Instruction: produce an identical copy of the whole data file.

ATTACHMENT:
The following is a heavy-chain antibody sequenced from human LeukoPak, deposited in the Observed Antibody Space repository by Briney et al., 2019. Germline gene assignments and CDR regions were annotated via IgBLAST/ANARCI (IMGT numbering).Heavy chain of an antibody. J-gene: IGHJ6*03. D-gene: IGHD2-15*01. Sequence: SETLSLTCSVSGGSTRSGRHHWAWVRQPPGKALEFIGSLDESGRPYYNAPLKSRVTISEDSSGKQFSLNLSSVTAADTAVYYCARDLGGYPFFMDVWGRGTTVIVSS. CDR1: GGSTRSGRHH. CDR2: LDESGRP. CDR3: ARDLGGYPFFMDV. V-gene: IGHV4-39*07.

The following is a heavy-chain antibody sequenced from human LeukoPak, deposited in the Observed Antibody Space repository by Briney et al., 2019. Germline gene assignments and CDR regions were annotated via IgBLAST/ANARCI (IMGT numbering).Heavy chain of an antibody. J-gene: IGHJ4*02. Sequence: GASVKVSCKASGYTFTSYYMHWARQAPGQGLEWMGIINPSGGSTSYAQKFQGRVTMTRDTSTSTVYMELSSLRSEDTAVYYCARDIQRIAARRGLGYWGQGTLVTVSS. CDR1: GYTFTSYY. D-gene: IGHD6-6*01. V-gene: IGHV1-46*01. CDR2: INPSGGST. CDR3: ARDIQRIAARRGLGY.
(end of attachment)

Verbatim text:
The following is a heavy-chain antibody sequenced from human LeukoPak, deposited in the Observed Antibody Space repository by Briney et al., 2019. Germline gene assignments and CDR regions were annotated via IgBLAST/ANARCI (IMGT numbering).Heavy chain of an antibody. J-gene: IGHJ6*03. D-gene: IGHD2-15*01. Sequence: SETLSLTCSVSGGSTRSGRHHWAWVRQPPGKALEFIGSLDESGRPYYNAPLKSRVTISEDSSGKQFSLNLSSVTAADTAVYYCARDLGGYPFFMDVWGRGTTVIVSS. CDR1: GGSTRSGRHH. CDR2: LDESGRP. CDR3: ARDLGGYPFFMDV. V-gene: IGHV4-39*07.

The following is a heavy-chain antibody sequenced from human LeukoPak, deposited in the Observed Antibody Space repository by Briney et al., 2019. Germline gene assignments and CDR regions were annotated via IgBLAST/ANARCI (IMGT numbering).Heavy chain of an antibody. J-gene: IGHJ4*02. Sequence: GASVKVSCKASGYTFTSYYMHWARQAPGQGLEWMGIINPSGGSTSYAQKFQGRVTMTRDTSTSTVYMELSSLRSEDTAVYYCARDIQRIAARRGLGYWGQGTLVTVSS. CDR1: GYTFTSYY. D-gene: IGHD6-6*01. V-gene: IGHV1-46*01. CDR2: INPSGGST. CDR3: ARDIQRIAARRGLGY.